From my core dump, I know that trade in the 27th century is as strong as it always was. Now, however, it is entirely structured by machine intelligences. The people and machine congolmerations of the future had found the order in chaos. Shortly after they’d hacked the biological codes and quantum physical codes they’d cracked the code of the market too. Merging psychometrics, quant sociology, and a dozen other sciences with economics, the chaos of supply and demand could be calculated in advance and cultivated under the fine-tuning of these mysterious, distant, intelligences. To the would-be surprise of Adam Smith and his merry band of laissez faire economists, the market flowered beautifully in an economic garden free of the weeds of greed and human intervention. Apparently, all the central planning Soviet system had lacked was sufficient processing power and bandwidth.

What I considered business and, in particular, marketing, had by this time of course become completely vilified. What they called The Marketing Wars had continued unabated for over two hundred years. The result was the elimination of almost all evidence of advertising and marketing from human civilization. It turns out that Anna-Marie’s little don’t-squeeze-the-Charmin frame on her dress was strictly verboten, and, depending on the jurisdiction she was caught in, could land her in the 27th century’s equivalent of the clink for a good six months.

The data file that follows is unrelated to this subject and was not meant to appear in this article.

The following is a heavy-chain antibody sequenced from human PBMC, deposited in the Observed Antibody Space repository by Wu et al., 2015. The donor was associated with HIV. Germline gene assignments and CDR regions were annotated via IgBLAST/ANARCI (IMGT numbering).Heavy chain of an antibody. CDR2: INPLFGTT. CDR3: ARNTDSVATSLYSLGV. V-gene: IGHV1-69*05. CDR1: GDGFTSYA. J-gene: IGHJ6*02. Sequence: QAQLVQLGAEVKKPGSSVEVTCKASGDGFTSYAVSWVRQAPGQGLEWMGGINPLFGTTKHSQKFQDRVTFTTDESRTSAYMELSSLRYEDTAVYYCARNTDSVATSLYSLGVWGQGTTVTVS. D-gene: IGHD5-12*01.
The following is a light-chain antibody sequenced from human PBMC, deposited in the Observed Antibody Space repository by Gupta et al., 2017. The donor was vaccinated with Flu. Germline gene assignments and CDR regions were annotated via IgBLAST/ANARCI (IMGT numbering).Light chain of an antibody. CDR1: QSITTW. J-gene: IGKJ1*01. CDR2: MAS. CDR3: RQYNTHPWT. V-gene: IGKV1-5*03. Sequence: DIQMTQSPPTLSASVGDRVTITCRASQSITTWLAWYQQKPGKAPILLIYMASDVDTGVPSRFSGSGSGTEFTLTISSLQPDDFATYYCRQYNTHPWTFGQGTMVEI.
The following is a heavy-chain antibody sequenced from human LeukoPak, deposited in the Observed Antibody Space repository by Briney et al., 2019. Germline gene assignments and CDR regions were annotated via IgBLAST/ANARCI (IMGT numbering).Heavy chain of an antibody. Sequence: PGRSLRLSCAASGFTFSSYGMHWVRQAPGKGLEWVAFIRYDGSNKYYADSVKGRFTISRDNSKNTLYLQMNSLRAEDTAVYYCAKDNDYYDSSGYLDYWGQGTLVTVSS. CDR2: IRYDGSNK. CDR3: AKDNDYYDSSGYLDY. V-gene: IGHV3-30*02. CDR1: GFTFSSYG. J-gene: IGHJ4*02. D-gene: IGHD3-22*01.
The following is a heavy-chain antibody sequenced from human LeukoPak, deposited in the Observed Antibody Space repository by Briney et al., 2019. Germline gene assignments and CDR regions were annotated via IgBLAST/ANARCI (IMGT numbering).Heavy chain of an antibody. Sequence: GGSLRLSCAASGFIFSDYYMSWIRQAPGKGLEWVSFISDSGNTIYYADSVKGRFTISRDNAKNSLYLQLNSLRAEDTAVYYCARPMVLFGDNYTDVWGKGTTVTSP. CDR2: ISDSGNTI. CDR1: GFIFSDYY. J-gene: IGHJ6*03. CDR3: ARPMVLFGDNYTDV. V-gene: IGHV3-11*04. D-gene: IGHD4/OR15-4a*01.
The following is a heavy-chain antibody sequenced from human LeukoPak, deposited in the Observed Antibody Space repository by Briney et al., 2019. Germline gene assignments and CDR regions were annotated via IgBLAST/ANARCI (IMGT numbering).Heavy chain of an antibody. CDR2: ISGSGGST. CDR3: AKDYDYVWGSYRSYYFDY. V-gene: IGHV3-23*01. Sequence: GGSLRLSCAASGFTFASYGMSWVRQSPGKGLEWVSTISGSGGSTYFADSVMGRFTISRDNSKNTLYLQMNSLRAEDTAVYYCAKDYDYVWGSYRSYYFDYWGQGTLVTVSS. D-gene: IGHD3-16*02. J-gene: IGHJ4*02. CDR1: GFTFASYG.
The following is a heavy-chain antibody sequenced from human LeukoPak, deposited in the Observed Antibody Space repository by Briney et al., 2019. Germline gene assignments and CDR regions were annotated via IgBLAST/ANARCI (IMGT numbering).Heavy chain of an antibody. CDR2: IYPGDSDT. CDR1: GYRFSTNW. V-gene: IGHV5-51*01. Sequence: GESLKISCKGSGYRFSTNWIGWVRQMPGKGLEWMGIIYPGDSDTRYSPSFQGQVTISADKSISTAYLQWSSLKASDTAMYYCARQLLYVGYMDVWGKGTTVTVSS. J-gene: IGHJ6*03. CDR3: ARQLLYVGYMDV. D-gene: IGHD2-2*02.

Unbeknownst to me, and cleverly deleted from almost all of the memory files they implanted in me, there are also a number of vapid factions intent on destroying anything related to capitalism and markets, which are considered to be highly contagious, deeply contaminating and impure forms of social reasoning.